FSR Regulatory Policy Workshop Series 2022
The European Union has committed to double the share of renewables in final electricity consumption over the next ten years, from 34% in 2020 to 65-70% in 2030. In this way, the electricity sector will continue to contribute more than proportionally to the overall renewables penetration target of 40% of final energy consumption in 2030 and the decarbonisation goal of reducing greenhouse gas emissions by 55% by the same date.
A large part of the new renewable-based generation – including solar PV and wind – will be characterised by a higher variability (and somewhat lower predictability) of its output compared to conventional generation. Therefore, in order to accommodate the increased penetration of renewables, the electricity system would need to increase its flexibility, i.e. its ability to withstand and respond to sudden and unexpected changes in residual demand (the difference between total demand and the part of it served by renewables-based generation).
Fortunately, technological development – e.g. in batteries, electric vehicles and smarter appliances – provides new resources which can offer flexibility to the system. The increase digitalisation of the energy sector and of contiguous sectors provides the opportunity to harness this flexibility to the benefit of the electricity system. The new resources – generally referred to as Distributed Energy Resources (DERs) – are typically smaller and more decentralised than those, mainly generating plants, which have so far provided most of the flexibility in the electricity system. This poses challenges, but also provides opportunities, e.g. to develop local flexibility markets helping distribution grids to manage local congestion.
Beyond technological advances, a conducive regulatory system and market design is necessary to allow DERs to enter the market to offer their flexibility. In fact, many of the current rules relevant for the connection and participation of these smaller, more decentralised DERs were developed with larger generating units as a reference and might need to be adapted to the characteristics of DERs.
Currently, the participation of DERs in electricity balancing markets, whether individually or aggregated, is still rather limited. It is however now widely accepted that new approaches to system operation and the sourcing of ancillary services from DERs are now needed. As DERs are in general relatively flexible, i.e. being able to adjust the volumes of electricity withdraw from or injected into the grid at short notice, they are considered very suitable to provide all types of system services.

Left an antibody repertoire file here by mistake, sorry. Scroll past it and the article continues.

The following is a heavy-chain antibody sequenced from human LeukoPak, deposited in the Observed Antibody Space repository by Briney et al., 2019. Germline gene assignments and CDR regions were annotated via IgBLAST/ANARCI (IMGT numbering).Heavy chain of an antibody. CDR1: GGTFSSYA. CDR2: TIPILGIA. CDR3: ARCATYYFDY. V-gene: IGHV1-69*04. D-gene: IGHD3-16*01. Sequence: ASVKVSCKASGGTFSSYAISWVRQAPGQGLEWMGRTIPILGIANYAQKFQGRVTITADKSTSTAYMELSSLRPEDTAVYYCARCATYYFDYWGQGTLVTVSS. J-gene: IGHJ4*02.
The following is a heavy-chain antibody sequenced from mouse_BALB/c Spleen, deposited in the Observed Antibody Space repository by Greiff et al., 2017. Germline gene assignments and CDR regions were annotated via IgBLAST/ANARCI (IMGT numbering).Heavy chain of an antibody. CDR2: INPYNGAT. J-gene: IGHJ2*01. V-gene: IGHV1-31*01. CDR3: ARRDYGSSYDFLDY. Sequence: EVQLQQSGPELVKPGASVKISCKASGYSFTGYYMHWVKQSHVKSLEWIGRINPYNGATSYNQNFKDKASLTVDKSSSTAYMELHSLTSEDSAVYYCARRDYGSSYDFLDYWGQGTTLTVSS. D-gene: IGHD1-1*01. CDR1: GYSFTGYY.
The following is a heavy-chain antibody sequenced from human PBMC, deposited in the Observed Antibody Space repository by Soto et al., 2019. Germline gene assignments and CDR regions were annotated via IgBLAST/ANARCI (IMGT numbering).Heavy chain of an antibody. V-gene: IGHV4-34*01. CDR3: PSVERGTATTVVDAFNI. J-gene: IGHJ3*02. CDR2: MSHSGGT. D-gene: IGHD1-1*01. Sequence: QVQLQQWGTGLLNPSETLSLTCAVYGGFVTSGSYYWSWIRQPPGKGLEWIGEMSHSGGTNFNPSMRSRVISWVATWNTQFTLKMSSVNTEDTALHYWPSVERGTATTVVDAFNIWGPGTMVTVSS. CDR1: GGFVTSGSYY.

in developing an enabling regulatory environment for the participation of DERs in balancing and ancillary services markets, a number of aspects should be considered, including:
Against this background, this Workshop on decentralised resources and flexibility will aim at identifying which aspects of the current organisational, regulatory and market design frameworks will need to be adapted to enable the increasing penetration of DERs.
For this purpose, the Workshop will be structured in two sessions:
A recent report produced by the Florence School of Regulation on “Distributed Energy Resources and electricity balancing: visions for a future organisation” will be presented at the Workshop and its conclusions discussed.
The FSR assesses the sustainability and carbon footprint of all its Workshops of the Regulatory Policy Series. This Workshop is run online due to the COVID-19-related restrictions. Therefore, there is no travel involved and the Workshop’s carbon footprint is limited to the impact of using ICT. It is considered that there are no viable ways further to reduce the carbon footprint of the Workshop.
Please note that this event ‘Decentralised resources and flexibility – Policy Workshop’ is exclusively open to National Regulatory Authorities, delegates from public institutions and FSR Energy Donor companies. For further information, please contact Elena Iorio.
Read more about the previous Policy Workshop of this series ‘Electricity prices and market design‘.
Technical report: Distributed energy resources and electricity balancing
 Article 2(48) of Directive (EU) 2019/944 defines ‘ancillary services’ as a range of functions which system operators contract to guarantee system security. Ancillary services include balancing, but also various other services, such as reactive power provision and black-start capability, but not redispatch.
 See, for example, CEDEC, E.DSO, ENTSO-E, Eurelectric, GEODE, 2021. Roadmap on the Evolution of the Regulatory Framework for Distributed Flexibility. A joint report by ENTSO-E and the European Associations representing DSOs (CEDEC, E.DSO, Eurelectric, GEODE), June 2021.
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